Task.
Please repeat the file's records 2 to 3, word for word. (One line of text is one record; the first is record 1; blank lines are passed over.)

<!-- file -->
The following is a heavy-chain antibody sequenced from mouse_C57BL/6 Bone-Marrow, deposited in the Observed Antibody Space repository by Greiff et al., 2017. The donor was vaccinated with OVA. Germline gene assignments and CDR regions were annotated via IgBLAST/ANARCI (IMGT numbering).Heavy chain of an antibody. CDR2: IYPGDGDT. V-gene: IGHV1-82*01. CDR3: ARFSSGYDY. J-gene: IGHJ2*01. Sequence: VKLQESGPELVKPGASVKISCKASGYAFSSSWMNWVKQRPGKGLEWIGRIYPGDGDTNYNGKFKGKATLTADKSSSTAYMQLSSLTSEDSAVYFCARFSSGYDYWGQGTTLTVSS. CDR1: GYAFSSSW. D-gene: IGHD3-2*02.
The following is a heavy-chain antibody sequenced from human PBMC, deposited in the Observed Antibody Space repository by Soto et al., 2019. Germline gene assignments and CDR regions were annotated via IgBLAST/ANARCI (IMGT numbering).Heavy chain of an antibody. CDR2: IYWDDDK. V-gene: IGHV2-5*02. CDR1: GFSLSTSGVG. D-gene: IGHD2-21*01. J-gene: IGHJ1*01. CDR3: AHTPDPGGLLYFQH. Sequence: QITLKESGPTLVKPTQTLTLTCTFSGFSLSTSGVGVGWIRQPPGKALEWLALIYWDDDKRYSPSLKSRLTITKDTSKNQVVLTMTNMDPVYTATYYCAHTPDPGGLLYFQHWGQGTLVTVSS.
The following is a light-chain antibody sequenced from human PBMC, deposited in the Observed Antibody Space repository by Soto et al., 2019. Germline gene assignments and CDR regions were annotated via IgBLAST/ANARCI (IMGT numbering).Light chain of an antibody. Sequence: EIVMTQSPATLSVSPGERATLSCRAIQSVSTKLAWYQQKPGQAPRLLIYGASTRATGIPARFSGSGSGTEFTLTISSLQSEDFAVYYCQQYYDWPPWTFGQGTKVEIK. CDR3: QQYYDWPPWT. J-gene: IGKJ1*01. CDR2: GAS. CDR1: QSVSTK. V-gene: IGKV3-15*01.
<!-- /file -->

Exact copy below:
The following is a heavy-chain antibody sequenced from human PBMC, deposited in the Observed Antibody Space repository by Soto et al., 2019. Germline gene assignments and CDR regions were annotated via IgBLAST/ANARCI (IMGT numbering).Heavy chain of an antibody. CDR2: IYWDDDK. V-gene: IGHV2-5*02. CDR1: GFSLSTSGVG. D-gene: IGHD2-21*01. J-gene: IGHJ1*01. CDR3: AHTPDPGGLLYFQH. Sequence: QITLKESGPTLVKPTQTLTLTCTFSGFSLSTSGVGVGWIRQPPGKALEWLALIYWDDDKRYSPSLKSRLTITKDTSKNQVVLTMTNMDPVYTATYYCAHTPDPGGLLYFQHWGQGTLVTVSS.
The following is a light-chain antibody sequenced from human PBMC, deposited in the Observed Antibody Space repository by Soto et al., 2019. Germline gene assignments and CDR regions were annotated via IgBLAST/ANARCI (IMGT numbering).Light chain of an antibody. Sequence: EIVMTQSPATLSVSPGERATLSCRAIQSVSTKLAWYQQKPGQAPRLLIYGASTRATGIPARFSGSGSGTEFTLTISSLQSEDFAVYYCQQYYDWPPWTFGQGTKVEIK. CDR3: QQYYDWPPWT. J-gene: IGKJ1*01. CDR2: GAS. CDR1: QSVSTK. V-gene: IGKV3-15*01.